1. Participate in GLSEN campaigns
GLSEN has multiple campaigns throughout the year for students and educators. One campaign that’s coming up soon is Ally Week, this year from September 25-29. Ally Week is a time for LGBTQ students and educators to lead the conversation of what they need from their allies in school, discussing how everyone can work together to be better allies to the LGBTQ community. Make sure to register to organize the campaign in your school!
2. Hold an assembly
In my school, 30-minute assemblies are held once a week and are a great platform for clubs to promote events or to talk about important issues. My GSA holds two assemblies per year: the first around National Coming Out Day on October 11, and the second around Day of Silence.
For our National Coming Out Day assembly this year, we defined different sexual orientations and gender identities, and we discussed the best ways to react when someone comes out to you. Part of our 10-minute presentation was a short activity in which we shared LGBTQ statistics. The assembly had a positive reception, and many students felt like we did a good job of educating without lecturing or policing them. My GSA also experienced higher attendance at our meetings after the assembly, and more students knew about us.
If your school regularly holds assemblies, try having your GSA ask about giving a school-wide presentation. Good times to hold an assembly would be around GLSEN campaigns or other nation-wide LGBTQ events. Besides discussing the event, GSAs could talk about ways to be a better ally, define different identifies, and push for inclusion of LGBTQ students. Not only can assemblies further acceptance, but they also can establish your GSA’s position in your school and encourage more students to participate.
3. Educate through advertising
Creating educational posters and hanging them around the school is another way to spread awareness and make your school more LGBTQ-inclusive. Last year, we created flyers to explain different identities, while our flyers for this year discouraged students from saying certain microaggressions. The flyers state our club name and meeting times, and we put them in high-traffic areas like bathrooms, student lounges, and classrooms.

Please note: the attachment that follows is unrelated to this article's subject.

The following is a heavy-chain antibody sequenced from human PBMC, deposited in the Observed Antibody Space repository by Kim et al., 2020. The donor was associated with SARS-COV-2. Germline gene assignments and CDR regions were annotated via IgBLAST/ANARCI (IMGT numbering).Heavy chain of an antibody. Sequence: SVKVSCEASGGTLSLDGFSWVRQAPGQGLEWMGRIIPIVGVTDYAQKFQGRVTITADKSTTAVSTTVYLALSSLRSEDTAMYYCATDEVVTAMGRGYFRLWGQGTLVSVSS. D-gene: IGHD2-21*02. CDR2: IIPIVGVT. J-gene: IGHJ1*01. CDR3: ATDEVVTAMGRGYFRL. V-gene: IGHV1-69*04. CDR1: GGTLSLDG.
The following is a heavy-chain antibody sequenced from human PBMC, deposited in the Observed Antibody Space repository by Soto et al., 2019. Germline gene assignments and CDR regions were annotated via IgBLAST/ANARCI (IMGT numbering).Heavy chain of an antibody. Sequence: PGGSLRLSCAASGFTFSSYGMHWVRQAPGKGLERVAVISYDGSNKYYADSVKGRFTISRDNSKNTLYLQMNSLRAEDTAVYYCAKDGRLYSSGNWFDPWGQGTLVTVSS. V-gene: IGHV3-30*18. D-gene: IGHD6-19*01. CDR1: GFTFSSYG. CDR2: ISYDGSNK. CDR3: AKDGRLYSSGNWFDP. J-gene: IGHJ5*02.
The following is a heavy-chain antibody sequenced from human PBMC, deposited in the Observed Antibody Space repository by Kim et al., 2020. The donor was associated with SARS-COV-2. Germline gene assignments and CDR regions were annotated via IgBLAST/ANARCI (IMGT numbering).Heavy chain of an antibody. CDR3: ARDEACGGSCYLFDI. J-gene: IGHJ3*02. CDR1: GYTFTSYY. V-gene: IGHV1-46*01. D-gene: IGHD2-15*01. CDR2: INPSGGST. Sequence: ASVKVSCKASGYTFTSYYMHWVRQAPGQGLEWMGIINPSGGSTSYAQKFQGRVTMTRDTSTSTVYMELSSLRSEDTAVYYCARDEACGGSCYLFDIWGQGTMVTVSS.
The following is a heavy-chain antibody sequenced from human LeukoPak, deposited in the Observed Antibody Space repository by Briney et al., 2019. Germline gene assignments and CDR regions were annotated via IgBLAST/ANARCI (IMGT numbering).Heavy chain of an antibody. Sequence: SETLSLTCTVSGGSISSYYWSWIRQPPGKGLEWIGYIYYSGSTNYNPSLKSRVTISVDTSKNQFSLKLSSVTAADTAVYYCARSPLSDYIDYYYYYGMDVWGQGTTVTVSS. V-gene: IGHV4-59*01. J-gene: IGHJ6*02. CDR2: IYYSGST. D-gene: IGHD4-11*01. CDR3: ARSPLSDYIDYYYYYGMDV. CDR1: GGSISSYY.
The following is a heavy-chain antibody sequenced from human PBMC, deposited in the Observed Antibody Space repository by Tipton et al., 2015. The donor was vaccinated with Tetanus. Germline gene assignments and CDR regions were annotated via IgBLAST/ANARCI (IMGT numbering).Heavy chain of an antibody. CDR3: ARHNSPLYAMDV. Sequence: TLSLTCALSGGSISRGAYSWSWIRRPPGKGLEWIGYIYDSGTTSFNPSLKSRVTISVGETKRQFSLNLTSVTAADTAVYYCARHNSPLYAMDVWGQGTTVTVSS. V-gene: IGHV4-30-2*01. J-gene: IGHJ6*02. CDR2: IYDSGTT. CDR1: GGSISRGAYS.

Another way we advertise is through our club bulletin board. Our club board provides different resources such as LGBTQ current events and terminology, along with information about our meetings. Since the board is near one of the entryways of my school, students see it at least once a day.
No matter the size of your GSA, it has the potential to play a powerful role at your school. The high level of LGBTQ acceptance at my school is the result of the hard work and dedication of my school’s GSA and diversity clubs. The work, and even simply the existence, of a GSA in a school can generate a better understanding of the LGBTQ community and create a welcoming environment at school for all students.
If your GSA wants to make your school more LGBTQ-inclusive, GLSEN can help you. This back-to-school season, GLSEN is focused on empowering GSAs, LGBTQ student leaders, and the educators who support them to effect change in their local schools. Check out their back-to-school resources, including brand-new GSA activities and soon-to-be released video resources!
Auden Bunn is a member of GLSEN’s National Student Council.
Questions for discussion:
1. What would these three suggestions look like if you were to implement them at your school?
2. What other ideas do you have around creating an inclusive environment this school year?
3. Brainstorm a potential timeline to implement one idea from your answers above, whether from the article or sourced from a GSA member.